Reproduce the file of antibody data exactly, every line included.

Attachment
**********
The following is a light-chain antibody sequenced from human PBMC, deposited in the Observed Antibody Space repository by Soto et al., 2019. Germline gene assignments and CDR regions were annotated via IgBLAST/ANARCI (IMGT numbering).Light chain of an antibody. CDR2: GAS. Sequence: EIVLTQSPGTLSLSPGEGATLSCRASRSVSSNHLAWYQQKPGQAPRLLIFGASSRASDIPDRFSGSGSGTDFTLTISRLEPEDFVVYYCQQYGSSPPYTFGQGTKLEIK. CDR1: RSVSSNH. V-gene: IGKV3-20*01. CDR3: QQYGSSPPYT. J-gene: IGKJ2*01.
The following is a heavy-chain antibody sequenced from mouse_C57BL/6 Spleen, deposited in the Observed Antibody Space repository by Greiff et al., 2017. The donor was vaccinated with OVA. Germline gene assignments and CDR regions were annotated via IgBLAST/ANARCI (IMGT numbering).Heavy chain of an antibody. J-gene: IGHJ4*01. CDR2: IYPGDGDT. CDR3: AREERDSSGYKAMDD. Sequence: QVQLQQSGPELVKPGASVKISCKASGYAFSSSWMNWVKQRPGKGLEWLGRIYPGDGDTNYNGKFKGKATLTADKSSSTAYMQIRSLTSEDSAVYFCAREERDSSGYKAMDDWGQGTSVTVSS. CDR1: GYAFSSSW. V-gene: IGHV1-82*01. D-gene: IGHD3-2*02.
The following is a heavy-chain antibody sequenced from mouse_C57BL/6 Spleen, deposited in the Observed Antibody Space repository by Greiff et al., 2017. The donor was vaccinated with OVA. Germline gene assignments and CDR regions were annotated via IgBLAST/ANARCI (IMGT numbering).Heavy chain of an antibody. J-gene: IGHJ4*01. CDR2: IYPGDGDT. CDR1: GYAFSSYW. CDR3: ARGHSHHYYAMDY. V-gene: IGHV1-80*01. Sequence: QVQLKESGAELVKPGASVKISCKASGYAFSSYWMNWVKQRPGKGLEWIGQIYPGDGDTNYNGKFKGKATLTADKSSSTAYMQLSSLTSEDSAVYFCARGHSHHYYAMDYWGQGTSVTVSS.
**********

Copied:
The following is a light-chain antibody sequenced from human PBMC, deposited in the Observed Antibody Space repository by Soto et al., 2019. Germline gene assignments and CDR regions were annotated via IgBLAST/ANARCI (IMGT numbering).Light chain of an antibody. CDR2: GAS. Sequence: EIVLTQSPGTLSLSPGEGATLSCRASRSVSSNHLAWYQQKPGQAPRLLIFGASSRASDIPDRFSGSGSGTDFTLTISRLEPEDFVVYYCQQYGSSPPYTFGQGTKLEIK. CDR1: RSVSSNH. V-gene: IGKV3-20*01. CDR3: QQYGSSPPYT. J-gene: IGKJ2*01.
The following is a heavy-chain antibody sequenced from mouse_C57BL/6 Spleen, deposited in the Observed Antibody Space repository by Greiff et al., 2017. The donor was vaccinated with OVA. Germline gene assignments and CDR regions were annotated via IgBLAST/ANARCI (IMGT numbering).Heavy chain of an antibody. J-gene: IGHJ4*01. CDR2: IYPGDGDT. CDR3: AREERDSSGYKAMDD. Sequence: QVQLQQSGPELVKPGASVKISCKASGYAFSSSWMNWVKQRPGKGLEWLGRIYPGDGDTNYNGKFKGKATLTADKSSSTAYMQIRSLTSEDSAVYFCAREERDSSGYKAMDDWGQGTSVTVSS. CDR1: GYAFSSSW. V-gene: IGHV1-82*01. D-gene: IGHD3-2*02.
The following is a heavy-chain antibody sequenced from mouse_C57BL/6 Spleen, deposited in the Observed Antibody Space repository by Greiff et al., 2017. The donor was vaccinated with OVA. Germline gene assignments and CDR regions were annotated via IgBLAST/ANARCI (IMGT numbering).Heavy chain of an antibody. J-gene: IGHJ4*01. CDR2: IYPGDGDT. CDR1: GYAFSSYW. CDR3: ARGHSHHYYAMDY. V-gene: IGHV1-80*01. Sequence: QVQLKESGAELVKPGASVKISCKASGYAFSSYWMNWVKQRPGKGLEWIGQIYPGDGDTNYNGKFKGKATLTADKSSSTAYMQLSSLTSEDSAVYFCARGHSHHYYAMDYWGQGTSVTVSS.